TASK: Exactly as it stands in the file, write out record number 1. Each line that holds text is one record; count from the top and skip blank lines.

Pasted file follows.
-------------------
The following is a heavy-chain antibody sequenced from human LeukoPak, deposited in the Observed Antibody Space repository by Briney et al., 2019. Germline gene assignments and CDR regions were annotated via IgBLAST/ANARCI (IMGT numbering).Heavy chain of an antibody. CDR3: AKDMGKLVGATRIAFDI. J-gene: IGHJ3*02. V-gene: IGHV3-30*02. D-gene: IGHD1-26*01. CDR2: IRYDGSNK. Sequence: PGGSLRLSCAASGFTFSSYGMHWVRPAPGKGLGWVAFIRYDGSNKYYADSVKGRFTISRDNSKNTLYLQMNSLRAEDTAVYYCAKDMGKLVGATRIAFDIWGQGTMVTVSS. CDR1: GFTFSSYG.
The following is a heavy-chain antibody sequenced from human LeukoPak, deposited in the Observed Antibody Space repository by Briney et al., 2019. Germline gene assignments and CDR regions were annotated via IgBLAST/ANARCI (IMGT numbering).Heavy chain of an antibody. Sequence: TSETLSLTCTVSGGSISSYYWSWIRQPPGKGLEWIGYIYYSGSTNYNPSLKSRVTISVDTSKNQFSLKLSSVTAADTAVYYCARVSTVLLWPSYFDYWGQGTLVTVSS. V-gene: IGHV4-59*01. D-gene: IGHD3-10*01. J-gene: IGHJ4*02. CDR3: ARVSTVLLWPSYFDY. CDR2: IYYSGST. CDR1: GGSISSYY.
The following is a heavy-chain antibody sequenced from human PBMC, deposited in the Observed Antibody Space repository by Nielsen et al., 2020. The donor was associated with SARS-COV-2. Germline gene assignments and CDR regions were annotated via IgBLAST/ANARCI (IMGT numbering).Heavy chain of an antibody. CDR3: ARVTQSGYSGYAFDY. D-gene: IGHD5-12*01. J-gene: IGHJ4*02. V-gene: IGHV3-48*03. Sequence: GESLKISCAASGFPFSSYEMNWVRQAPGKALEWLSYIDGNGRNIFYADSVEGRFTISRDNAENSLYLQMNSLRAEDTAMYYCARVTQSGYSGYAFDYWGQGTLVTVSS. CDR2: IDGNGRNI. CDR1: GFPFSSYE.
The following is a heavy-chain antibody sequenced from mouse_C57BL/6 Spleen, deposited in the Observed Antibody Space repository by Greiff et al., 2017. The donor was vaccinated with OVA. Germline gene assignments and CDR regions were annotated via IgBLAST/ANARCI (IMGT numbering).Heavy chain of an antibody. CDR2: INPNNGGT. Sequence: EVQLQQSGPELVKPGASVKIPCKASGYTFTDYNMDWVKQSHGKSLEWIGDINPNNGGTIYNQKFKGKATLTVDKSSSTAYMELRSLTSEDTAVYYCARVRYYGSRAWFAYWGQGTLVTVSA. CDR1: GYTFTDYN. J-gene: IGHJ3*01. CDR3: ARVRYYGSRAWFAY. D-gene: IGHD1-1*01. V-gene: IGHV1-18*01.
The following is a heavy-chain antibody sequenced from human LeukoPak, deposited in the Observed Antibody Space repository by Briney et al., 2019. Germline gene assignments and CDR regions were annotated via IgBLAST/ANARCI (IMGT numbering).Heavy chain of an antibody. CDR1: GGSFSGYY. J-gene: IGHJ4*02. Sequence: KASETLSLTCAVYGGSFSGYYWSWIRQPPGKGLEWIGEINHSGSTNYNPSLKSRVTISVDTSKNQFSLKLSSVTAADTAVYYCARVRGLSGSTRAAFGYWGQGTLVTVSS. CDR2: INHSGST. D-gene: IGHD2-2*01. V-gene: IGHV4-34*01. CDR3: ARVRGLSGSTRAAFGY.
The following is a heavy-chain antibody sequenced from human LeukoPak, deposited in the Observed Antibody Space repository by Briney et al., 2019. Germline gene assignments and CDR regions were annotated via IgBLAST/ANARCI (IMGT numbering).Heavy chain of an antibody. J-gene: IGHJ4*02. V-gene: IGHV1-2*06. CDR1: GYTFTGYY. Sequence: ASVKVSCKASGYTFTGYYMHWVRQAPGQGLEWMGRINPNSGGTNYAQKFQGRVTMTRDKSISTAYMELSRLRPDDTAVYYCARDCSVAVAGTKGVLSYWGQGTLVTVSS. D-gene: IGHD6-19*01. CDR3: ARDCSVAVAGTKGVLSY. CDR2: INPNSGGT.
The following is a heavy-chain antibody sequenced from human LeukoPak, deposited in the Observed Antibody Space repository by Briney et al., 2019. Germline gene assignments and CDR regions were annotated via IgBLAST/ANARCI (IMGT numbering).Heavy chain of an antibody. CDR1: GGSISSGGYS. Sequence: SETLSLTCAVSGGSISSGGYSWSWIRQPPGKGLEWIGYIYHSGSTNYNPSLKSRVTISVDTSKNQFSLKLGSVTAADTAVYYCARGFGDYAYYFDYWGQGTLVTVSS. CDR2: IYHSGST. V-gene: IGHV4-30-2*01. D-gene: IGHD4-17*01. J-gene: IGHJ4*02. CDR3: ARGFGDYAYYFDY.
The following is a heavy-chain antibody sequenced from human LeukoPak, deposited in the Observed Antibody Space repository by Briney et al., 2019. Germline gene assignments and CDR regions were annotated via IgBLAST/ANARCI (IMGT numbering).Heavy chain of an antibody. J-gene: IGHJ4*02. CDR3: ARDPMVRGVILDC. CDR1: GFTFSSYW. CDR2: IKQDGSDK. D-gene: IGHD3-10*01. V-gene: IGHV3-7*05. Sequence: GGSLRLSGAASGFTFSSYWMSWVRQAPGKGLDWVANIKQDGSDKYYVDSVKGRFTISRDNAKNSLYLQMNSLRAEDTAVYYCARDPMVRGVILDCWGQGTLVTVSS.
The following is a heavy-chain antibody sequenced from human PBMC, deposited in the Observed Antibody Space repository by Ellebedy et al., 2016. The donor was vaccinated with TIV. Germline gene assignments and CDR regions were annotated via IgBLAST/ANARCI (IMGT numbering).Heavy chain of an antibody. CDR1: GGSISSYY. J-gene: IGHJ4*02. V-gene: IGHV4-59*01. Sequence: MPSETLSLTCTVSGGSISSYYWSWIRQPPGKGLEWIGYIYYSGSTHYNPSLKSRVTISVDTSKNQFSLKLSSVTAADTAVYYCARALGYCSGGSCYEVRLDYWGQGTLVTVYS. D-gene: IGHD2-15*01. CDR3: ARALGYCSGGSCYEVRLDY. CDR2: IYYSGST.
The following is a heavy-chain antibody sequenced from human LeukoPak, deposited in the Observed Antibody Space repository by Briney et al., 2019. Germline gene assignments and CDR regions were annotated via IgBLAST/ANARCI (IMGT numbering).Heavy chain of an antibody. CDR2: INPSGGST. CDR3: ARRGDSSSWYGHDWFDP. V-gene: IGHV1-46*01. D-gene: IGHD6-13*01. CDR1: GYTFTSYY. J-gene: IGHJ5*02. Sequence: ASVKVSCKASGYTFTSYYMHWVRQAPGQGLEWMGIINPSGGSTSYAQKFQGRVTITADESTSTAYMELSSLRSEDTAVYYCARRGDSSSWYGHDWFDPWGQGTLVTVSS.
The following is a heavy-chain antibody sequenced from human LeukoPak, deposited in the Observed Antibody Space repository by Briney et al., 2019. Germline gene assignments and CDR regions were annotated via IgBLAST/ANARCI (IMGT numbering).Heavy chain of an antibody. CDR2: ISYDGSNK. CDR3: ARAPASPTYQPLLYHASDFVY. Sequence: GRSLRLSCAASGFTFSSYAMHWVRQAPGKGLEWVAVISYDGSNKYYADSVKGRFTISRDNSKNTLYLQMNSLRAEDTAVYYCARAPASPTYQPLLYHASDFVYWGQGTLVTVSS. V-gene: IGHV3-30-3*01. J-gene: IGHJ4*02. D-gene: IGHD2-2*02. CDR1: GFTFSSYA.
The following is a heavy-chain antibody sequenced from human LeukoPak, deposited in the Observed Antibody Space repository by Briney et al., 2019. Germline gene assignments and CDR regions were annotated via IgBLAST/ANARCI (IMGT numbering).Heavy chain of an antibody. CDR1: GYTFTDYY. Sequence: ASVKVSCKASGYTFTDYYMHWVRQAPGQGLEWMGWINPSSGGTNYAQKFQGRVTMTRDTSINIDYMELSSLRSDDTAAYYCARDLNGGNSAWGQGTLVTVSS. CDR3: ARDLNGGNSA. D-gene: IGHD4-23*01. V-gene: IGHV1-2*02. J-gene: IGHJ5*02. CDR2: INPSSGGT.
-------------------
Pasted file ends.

The following is a heavy-chain antibody sequenced from human LeukoPak, deposited in the Observed Antibody Space repository by Briney et al., 2019. Germline gene assignments and CDR regions were annotated via IgBLAST/ANARCI (IMGT numbering).Heavy chain of an antibody. CDR3: AKDMGKLVGATRIAFDI. J-gene: IGHJ3*02. V-gene: IGHV3-30*02. D-gene: IGHD1-26*01. CDR2: IRYDGSNK. Sequence: PGGSLRLSCAASGFTFSSYGMHWVRPAPGKGLGWVAFIRYDGSNKYYADSVKGRFTISRDNSKNTLYLQMNSLRAEDTAVYYCAKDMGKLVGATRIAFDIWGQGTMVTVSS. CDR1: GFTFSSYG.